What would the most effective under eye treatment: surgical, non-surgical and non-invasive? (photo)
Doctor Answers (7)
Fillers can camouflage mild eye bags, but yours are bigger and require surgery, but no trace of surgery will be visible
Currently, there is an alternative for a limited amount of puffiness where we can use a filler to try to camouflage it. Unfortunately, for your situation, the puffiness is significant enough that you would need to undergo a surgical procedure. Being someone in your 20s, most likely that procedure would be a transconjunctival blepharoplasty where the fat pockets are addressed from the inside of the eyelids. By doing that, there is no external incision. We do this procedure under local anesthesia with LITE™ sedation for faster healing and recovery, in contrast with a lot of surgeons who prefer to do their procedures under general anesthesia. I’ve always been an advocate for quick recovery and natural results and this procedure is actually in some ways comparable to a less invasive or non-invasive procedure. I would even argue that the majority of our lower eyelid blepharoplasty patients look better than a lot of people who get injectables under their eyes who have big bruises that last for weeks.
We have also been able to evolve our treatment for puffiness under the eyes with a strategy that helps skin quality. Skin quality under the eyes, the fine lines, wrinkles and the hollowness have always been a challenge and the typical treatment would be a laser treatment. We have mircofractional CO2 laser and I have been using it more strategically in balance with another method that we do to help skin quality using platelet-rich plasma. Platelet-rich plasma is your own blood that is drawn like a regular blood draw for a blood test, then spun down to concentrate the platelets which have the healing and growth factors. These factors improve the vascularity, the backbone of the skin and collagen production. I have been very impressed when we combine platelet-rich plasma with our blepharoplasty procedures on how good the patients look. So we would do lower eyelid blepharoplasty with platelet-rich plasma concurrently to help with the skin quality.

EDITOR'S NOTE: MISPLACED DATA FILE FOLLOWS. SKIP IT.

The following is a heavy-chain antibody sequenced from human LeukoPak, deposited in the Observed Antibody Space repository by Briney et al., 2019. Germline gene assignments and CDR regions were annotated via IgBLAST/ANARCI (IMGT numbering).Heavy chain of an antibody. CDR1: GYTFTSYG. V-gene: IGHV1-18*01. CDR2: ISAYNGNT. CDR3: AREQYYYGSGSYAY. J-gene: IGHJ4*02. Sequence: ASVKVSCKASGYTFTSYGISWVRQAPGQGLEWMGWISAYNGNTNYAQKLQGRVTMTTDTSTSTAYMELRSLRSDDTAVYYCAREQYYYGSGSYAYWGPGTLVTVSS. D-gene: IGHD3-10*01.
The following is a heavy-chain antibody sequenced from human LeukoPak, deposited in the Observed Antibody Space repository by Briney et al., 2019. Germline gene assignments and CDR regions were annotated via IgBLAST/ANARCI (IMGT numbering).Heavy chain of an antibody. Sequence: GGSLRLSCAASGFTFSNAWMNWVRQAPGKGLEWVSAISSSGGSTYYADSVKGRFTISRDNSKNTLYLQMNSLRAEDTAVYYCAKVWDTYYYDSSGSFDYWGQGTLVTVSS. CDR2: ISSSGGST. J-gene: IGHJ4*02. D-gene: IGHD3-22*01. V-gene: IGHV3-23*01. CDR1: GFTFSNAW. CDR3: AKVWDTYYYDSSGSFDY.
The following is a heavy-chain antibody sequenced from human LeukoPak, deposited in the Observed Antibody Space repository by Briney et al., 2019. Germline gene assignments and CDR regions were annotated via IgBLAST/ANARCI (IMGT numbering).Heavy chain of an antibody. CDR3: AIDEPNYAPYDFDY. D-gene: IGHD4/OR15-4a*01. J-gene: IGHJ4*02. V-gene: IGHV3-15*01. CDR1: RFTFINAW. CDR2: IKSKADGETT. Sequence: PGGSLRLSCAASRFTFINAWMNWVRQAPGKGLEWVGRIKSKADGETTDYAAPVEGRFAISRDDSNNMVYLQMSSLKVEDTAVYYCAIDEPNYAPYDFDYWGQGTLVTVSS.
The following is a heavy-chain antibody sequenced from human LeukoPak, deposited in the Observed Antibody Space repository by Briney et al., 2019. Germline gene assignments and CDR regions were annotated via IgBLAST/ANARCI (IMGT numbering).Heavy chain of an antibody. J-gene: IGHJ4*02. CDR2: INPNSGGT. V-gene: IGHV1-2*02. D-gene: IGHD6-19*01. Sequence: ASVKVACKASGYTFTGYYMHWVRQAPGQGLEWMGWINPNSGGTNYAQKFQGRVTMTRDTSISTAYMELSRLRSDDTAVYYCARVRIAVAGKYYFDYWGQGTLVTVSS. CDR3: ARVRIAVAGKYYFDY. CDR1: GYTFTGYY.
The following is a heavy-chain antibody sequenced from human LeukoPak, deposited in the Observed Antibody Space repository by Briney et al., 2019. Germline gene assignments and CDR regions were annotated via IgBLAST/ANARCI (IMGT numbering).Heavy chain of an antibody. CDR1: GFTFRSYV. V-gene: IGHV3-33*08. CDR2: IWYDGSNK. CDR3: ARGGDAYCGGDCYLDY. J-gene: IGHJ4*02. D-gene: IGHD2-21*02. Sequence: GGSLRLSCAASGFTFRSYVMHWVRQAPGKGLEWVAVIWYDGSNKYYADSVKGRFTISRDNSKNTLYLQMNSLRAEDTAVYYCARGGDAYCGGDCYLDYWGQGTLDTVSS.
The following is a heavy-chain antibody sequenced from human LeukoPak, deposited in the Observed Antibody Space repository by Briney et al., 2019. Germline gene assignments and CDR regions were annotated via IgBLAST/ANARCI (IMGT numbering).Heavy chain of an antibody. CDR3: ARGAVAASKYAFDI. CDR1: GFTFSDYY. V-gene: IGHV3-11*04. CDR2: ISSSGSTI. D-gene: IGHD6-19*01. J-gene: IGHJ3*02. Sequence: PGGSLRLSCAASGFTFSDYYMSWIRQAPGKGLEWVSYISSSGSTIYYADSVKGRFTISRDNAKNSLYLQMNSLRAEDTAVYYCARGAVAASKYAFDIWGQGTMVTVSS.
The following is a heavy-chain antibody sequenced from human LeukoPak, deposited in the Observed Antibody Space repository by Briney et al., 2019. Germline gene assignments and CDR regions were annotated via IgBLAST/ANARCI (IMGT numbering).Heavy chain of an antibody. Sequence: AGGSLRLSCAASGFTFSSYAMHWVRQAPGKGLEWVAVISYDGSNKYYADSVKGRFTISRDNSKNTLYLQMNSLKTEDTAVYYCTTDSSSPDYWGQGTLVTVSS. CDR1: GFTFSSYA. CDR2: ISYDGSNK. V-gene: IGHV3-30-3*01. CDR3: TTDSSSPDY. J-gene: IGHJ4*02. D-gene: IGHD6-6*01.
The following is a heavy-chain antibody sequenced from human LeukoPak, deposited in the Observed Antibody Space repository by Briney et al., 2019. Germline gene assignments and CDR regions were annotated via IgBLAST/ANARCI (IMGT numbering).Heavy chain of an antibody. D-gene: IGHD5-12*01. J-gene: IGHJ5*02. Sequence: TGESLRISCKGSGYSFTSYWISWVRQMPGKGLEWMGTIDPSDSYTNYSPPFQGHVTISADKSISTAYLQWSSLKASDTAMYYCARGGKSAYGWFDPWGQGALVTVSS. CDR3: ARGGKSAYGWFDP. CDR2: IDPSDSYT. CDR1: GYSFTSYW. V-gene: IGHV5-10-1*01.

After all of this is resolved, you would then decide if you want to add any volume in any area that would be strategic. A hyaluronic acid filler like Restylane and Juvederm would be used. However, we do it a little bit differently - we would combine it with platelet-rich plasma because we have observed a synergistic benefit. There’s more volume correction and more natural tissue growth that is better than either component of PRP or hyaluronic acid on its own.
At this point, it’s best if you do some research and find qualified experienced cosmetic surgeons who you feel comfortable with. Have a consultation, get to know them and move forward with your solution. Since you have a wedding planned, the sooner you do this, the better. I hope that was helpful, I wish you the best of luck, and thank you for your question!
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Lower lid options?
Fillers can help improve the cosmetic appearance but you will get only a temporary and limited improvement with them. A better and long standing correction would be achieved with a blepharoplasty of the lower lids: Conservatively removing any excess loose skin that may be present, contouring the bulging fat pads, which are generally inherited, unrelated to weight, and tend to protrude more with time, and smoothing the tear troughs with micro-fat grafts or fat repositioning.
Keep in mind that following advice from a surgeon on this or any other website who proposes to tell you exactly what to do based on two dimensional photos without examining you, physically feeling your tissue, assessing your desired outcome, taking a full medical history and discussing the pros and cons of each operative procedure would not be in your best surgery. I would suggest that you find a surgeon certified by the American Board of American Plastic Surgery and one who is ideally a member of The American Society for Aesthetic Plastic Surgery (ASAPS) that you trust and are comfortable with. You should discuss your concerns with that surgeon in person.
Robert Singer, M.D., FACS